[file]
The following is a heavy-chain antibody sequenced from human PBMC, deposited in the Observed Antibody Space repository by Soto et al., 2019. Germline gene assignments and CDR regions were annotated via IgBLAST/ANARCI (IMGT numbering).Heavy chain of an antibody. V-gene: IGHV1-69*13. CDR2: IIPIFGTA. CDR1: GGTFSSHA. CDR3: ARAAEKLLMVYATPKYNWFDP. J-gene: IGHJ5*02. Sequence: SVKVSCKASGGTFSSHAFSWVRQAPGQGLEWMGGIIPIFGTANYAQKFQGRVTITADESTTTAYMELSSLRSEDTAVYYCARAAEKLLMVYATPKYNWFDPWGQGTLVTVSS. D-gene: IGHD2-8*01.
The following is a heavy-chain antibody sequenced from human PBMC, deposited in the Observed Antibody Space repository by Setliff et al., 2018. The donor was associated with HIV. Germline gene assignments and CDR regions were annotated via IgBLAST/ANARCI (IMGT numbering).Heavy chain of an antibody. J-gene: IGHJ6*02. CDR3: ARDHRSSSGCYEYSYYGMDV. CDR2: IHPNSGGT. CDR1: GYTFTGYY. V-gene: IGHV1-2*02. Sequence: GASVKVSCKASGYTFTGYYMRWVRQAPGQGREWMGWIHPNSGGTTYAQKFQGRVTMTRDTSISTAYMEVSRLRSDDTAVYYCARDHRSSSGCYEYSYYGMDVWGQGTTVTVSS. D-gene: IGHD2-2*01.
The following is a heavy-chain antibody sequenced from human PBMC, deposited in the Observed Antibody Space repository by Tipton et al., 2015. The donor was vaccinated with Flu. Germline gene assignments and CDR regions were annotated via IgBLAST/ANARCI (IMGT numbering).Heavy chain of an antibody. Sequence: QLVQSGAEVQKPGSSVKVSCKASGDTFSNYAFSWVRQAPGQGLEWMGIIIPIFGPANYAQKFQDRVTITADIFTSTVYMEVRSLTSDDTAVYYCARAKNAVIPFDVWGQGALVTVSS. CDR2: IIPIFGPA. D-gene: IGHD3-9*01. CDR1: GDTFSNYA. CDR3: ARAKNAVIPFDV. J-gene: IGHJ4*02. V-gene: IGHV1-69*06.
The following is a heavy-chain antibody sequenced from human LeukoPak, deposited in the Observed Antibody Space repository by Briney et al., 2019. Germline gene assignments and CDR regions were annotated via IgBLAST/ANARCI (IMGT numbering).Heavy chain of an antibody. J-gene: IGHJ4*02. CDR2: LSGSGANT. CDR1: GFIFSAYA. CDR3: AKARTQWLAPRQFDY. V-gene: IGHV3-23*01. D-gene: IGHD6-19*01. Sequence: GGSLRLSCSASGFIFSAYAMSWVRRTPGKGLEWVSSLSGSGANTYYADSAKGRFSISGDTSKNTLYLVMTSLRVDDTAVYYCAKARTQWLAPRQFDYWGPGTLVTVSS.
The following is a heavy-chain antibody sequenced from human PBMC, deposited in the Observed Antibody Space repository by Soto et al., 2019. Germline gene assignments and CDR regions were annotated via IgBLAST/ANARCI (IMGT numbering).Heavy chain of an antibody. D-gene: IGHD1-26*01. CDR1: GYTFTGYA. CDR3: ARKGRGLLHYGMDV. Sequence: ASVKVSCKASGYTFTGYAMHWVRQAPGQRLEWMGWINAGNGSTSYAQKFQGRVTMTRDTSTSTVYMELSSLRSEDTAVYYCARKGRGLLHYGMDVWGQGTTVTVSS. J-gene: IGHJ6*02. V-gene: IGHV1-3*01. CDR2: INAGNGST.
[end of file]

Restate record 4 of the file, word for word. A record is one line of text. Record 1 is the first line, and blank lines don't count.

The following is a heavy-chain antibody sequenced from human LeukoPak, deposited in the Observed Antibody Space repository by Briney et al., 2019. Germline gene assignments and CDR regions were annotated via IgBLAST/ANARCI (IMGT numbering).Heavy chain of an antibody. J-gene: IGHJ4*02. CDR2: LSGSGANT. CDR1: GFIFSAYA. CDR3: AKARTQWLAPRQFDY. V-gene: IGHV3-23*01. D-gene: IGHD6-19*01. Sequence: GGSLRLSCSASGFIFSAYAMSWVRRTPGKGLEWVSSLSGSGANTYYADSAKGRFSISGDTSKNTLYLVMTSLRVDDTAVYYCAKARTQWLAPRQFDYWGPGTLVTVSS.